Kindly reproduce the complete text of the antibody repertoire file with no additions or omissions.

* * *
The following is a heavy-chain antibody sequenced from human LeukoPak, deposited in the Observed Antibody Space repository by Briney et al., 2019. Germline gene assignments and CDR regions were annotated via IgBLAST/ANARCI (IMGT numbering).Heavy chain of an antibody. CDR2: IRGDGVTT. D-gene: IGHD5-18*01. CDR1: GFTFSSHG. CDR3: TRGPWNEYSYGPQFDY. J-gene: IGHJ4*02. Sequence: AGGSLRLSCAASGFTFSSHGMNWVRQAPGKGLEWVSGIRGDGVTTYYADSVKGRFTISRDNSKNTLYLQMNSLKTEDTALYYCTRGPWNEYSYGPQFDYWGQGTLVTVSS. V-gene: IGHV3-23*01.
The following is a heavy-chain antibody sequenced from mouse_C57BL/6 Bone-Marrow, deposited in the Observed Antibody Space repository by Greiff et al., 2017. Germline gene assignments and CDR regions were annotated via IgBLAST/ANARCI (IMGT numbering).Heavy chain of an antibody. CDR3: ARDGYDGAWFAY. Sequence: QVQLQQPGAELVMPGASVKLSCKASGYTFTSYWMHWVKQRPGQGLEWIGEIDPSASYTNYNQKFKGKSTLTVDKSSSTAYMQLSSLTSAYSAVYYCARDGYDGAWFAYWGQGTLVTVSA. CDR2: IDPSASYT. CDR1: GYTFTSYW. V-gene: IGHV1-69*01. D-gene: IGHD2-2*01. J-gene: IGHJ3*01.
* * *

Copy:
The following is a heavy-chain antibody sequenced from human LeukoPak, deposited in the Observed Antibody Space repository by Briney et al., 2019. Germline gene assignments and CDR regions were annotated via IgBLAST/ANARCI (IMGT numbering).Heavy chain of an antibody. CDR2: IRGDGVTT. D-gene: IGHD5-18*01. CDR1: GFTFSSHG. CDR3: TRGPWNEYSYGPQFDY. J-gene: IGHJ4*02. Sequence: AGGSLRLSCAASGFTFSSHGMNWVRQAPGKGLEWVSGIRGDGVTTYYADSVKGRFTISRDNSKNTLYLQMNSLKTEDTALYYCTRGPWNEYSYGPQFDYWGQGTLVTVSS. V-gene: IGHV3-23*01.
The following is a heavy-chain antibody sequenced from mouse_C57BL/6 Bone-Marrow, deposited in the Observed Antibody Space repository by Greiff et al., 2017. Germline gene assignments and CDR regions were annotated via IgBLAST/ANARCI (IMGT numbering).Heavy chain of an antibody. CDR3: ARDGYDGAWFAY. Sequence: QVQLQQPGAELVMPGASVKLSCKASGYTFTSYWMHWVKQRPGQGLEWIGEIDPSASYTNYNQKFKGKSTLTVDKSSSTAYMQLSSLTSAYSAVYYCARDGYDGAWFAYWGQGTLVTVSA. CDR2: IDPSASYT. CDR1: GYTFTSYW. V-gene: IGHV1-69*01. D-gene: IGHD2-2*01. J-gene: IGHJ3*01.